The Force is strong with Pacific Science Center’s newest exhibit “Star Wars: Where Science Meets Imagination,” which explores how real life science relates to the iconic sci-fi franchise.
The traveling exhibit debuted in 2005 and has spent the last six years showing patrons why Star Wars and science go together like Carrie Fisher and cinnamon buns. The installation will be at Pacific Science Center through May 8 and features interactive areas like a droid-building station, more than 80 costumes and props from every Star Wars film, and — if you pay a little extra — a virtual spin in the Millennium Falcon.
The exhibit comes on the heels of the Science Center’s wildly popular “Harry Potter: The Exhibit.” But aside from showcasing movie props there aren’t many similarities between the two. The Harry Potter exhibit did an excellent job of creating a sense of atmosphere with lighting and music, and the combination of the Sorting Hat and Hogwarts Express added a sense of wonderment, making you feel as if you were in one of J.K. Rowling’s books. However, there wasn’t much interactivity.
This is one of the areas where “Star Wars" excels, as it hammers home some science lessons (you are at the Pacific Science Center after all). The droid-building station lets you put wheels on an R2-D2-style robot, maneuver it around various terrains, and make it react to its environment. The hovercraft station, where you get to ride an actual hovercraft, is equally challenging and fun. If those two things don’t sound like your cup of tea you can try to build a hovercraft of your own out of Legos and magnets.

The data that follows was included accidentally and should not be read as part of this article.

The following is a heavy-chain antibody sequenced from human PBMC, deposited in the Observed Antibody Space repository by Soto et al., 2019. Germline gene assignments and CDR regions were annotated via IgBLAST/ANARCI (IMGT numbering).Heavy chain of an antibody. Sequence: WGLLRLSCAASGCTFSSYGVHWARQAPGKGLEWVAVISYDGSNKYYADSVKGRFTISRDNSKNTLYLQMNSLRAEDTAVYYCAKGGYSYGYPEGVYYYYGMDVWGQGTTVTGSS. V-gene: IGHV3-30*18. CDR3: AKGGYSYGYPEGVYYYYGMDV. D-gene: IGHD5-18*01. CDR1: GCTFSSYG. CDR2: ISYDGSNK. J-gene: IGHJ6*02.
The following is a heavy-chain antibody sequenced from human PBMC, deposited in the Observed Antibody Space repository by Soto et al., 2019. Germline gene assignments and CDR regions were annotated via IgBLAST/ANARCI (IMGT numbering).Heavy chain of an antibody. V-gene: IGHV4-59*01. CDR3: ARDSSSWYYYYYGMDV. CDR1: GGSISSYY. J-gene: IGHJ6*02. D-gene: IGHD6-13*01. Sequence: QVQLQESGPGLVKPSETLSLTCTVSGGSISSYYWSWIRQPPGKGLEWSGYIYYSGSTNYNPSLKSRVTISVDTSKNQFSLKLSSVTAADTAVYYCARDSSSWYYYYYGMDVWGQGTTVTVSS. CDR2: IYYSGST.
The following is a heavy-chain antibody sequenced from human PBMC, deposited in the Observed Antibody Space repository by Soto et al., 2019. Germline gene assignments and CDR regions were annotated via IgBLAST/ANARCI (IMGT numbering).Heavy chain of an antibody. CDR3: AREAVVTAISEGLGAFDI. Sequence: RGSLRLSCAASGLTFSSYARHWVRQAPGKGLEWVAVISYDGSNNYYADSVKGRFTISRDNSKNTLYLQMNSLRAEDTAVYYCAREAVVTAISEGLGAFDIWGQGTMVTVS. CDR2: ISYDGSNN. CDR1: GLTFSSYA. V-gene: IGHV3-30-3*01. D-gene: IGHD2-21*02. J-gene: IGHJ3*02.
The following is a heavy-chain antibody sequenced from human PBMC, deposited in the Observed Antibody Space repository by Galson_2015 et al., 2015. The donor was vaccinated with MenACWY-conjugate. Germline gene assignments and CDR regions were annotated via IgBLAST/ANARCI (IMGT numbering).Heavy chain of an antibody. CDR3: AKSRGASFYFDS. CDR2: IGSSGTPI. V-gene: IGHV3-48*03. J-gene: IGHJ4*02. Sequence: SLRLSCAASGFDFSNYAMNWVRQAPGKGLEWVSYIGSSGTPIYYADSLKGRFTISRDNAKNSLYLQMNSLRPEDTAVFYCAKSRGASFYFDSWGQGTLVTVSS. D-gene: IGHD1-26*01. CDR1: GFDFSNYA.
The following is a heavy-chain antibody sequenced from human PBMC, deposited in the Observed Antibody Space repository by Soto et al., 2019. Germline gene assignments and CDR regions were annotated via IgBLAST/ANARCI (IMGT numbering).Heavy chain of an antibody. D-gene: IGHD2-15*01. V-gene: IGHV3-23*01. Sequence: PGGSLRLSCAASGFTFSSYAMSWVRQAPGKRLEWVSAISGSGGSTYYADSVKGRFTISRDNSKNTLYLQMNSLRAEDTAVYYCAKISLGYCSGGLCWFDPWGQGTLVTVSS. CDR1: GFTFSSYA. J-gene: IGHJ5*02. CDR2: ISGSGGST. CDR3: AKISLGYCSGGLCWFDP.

The high level of interactivity makes the exhibit shine. But the display does lack the level of atmosphere "Harry Potter" featured and could definitely use a soundtrack, considering John Williams’ score is as iconic as the films themselves. "Star Wars" is a bit cheaper than "Harry Potter," though: $20 for adults as opposed to Harry Potter’s $26.
The exhibit itself is split into two main areas: “Getting Around,” which covers transportation in the Star Wars universe, and “Robots and People.” Upon entering, the first thing you’re likely to notice is Luke Skywalker’s unmistakable T-34 landspeeder. The landspeeder was one of my favorite toys as a child, and once I saw this one, with its three wheels and a gear shifter, I had to restrain myself from jumping in and taking it out on a womprat shooting spree.
After spending a few minutes with the landspeeder I gained my geeky composure and noticed I was surrounded by wookies, droids, jawas, Tusken raiders, and other characters from a galaxy far, far away. Models of X-wings, the Millennium Falcon, tie fighters and pod racers are displayed in glass cases. Factoids hanging on the wall explain things like how making a lightsaber would require a device the size of a house with a power supply that could support an entire city. Videos cover topics like the modern medical uses for robotic devices, and the differences between the forest planet of Kashyyyk (Chewbacca’s homeland) and the Earth’s rainforests.